Didier Deschamps has stepped into one of football's most prestigious yet testing jobs: coaching a national team. Fans hope the new French manager can rejuvenate an unconvincing team plagued by recent disappointments and scandal.
August 16th's friendly match against Uruguay was Didier Deschamps’ first test. The scoreless draw, in which Les Bleus showed an aggressive attack that nevertheless failed to capitalise, left commentators with little material to either praise or slate French national football team’s new coach.
Will Deschamps finally turn around France’s luck on the football pitch? Despite Les Bleus' decade-long drought, it appears football fans have not given up on their national team. While uninspiring performances and disciplinary problems once again marked France's Euro 2012 campaign, the Uruguay friendly in Le Havre was played in a sold out stadium, with 25,000 spectators on hand to kick off the Deschamps era.
Some of those fans booed after the final whistle. But many others felt it was an encouraging first game for a squad drastically revamped since Euro 2012. All were eager to see if the new coach had been able to build a team they could proudly root for at the 2014 World Cup in Brazil.
The Midas touch
France’s Football Federation, which announced on July 9 that Deschamps would lead the national team for two years, with an option for an additional two years if he could secure a ticket to the World Cup, hopes the 43-year-old coach can repeat the triumph that seems to trail him wherever he goes.
“He’s won everything there is to win,” said Alain Giresse, a former French international midfielder, who has coached the Georgian, Gabonese and Malian national teams.
“[Deschamps] has a great knowledge of the game, and he commands great respect for what he has achieved personally,” Giresse told FRANCE 24. “When you are a coach, you try to translate what you have experienced to your players. It’s true that to be a good coach, it’s important to have a winning track record.”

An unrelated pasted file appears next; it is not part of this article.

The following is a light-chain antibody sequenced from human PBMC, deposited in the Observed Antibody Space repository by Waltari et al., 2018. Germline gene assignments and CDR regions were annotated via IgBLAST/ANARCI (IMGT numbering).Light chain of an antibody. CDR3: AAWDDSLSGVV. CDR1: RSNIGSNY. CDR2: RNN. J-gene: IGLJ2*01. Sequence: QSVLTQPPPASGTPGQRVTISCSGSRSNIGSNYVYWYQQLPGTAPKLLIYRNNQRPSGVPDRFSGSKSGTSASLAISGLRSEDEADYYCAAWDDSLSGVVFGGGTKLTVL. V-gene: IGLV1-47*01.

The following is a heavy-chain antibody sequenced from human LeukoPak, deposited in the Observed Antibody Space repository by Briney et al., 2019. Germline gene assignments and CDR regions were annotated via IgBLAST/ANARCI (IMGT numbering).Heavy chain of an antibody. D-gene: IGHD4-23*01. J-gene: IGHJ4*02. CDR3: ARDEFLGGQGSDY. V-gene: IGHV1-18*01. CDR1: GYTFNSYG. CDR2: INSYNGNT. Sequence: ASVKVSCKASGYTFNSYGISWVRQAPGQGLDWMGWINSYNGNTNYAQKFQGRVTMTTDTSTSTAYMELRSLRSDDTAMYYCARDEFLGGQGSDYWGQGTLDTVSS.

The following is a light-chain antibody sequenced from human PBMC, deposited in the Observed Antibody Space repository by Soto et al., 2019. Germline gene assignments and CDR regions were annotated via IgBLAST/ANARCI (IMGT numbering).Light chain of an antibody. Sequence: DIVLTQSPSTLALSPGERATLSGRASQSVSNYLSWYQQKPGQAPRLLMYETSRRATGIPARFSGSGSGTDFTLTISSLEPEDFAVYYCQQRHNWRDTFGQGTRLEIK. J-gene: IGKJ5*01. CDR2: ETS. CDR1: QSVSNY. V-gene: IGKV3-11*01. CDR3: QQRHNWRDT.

Indeed, Deschamps has already enjoyed an enviable career. He was the captain of the legendary French squad that conquered the 1998 World Cup and the Euro 2000. He then went to coach several winning seasons for Monaco, as well as for alma maters Juventus and Marseille.
In 2004, he guided Monaco to the final of the Champion’s League, which his team lost to Porto. In 2006, Deschamps took over at Juventus and helped the Italian club claw its way back into the Seria A after it was relegated as a result of a match-fixing scandal during the previous season. In 2009 he moved to Marseille, where he helped the team claim its first Ligue 1 title in 18 years.
Heading to Rio?
But for all Deschamp’s trophies as a player and coach, managing the French football team will not be an easy task. Since the glory days of 1998 and 2000, Les Bleus seem to routinely run into problems.
They drew wide criticism for their outright failures in the 2002 and 2010 World Cup tournaments, the latter in particular. In 2010 in South Africa, players’ refusal to participate to a training session and the team’s early exit from the Cup became a national embarrassment.
Blue-chip players like Franck Ribéry and Karim Benzema, whose raw talent seems to be routinely stifled when wearing the national team’s jersey, have also been shamed over allegations they solicited an underage prostitute.
More recently, players Samir Nasri, Hatem Ben Arfa and Jérémy Ménez faced disciplinary hearings for their alleged inappropriate behavior during the 2012 Euro.
“Deschamp has to continue the changes that [former national coach] Launrent Blanc put into place. This concerns the players’ behavior, which needs to be irreproachable when they wear the team’s colours,” Giresse said.
Deschamp’s success will likely be measured through his ability to take France’s unquestionably talented players from their sporadic bursts of brilliance to reliable command of matches, and check the inflated egos that have brought embarrassing consequences on and off the field.
Qualifying Les Bleus for the 2014 World Cup, and eventually winning back the hearts of French people, are nevertheless the ultimate tests for Deschamp.
Current European and World champions, Spain, are in the same qualifying group as France and threaten to spoil the upcoming campaign. The other countries in the group are Belarus, Georgia and Finland.
“The mission is easy to define, but complicated to accomplish,” Giresse admitted. “You have to beat the other teams in the group twice, and hold Spain to draws.”
Date created : 2012-08-16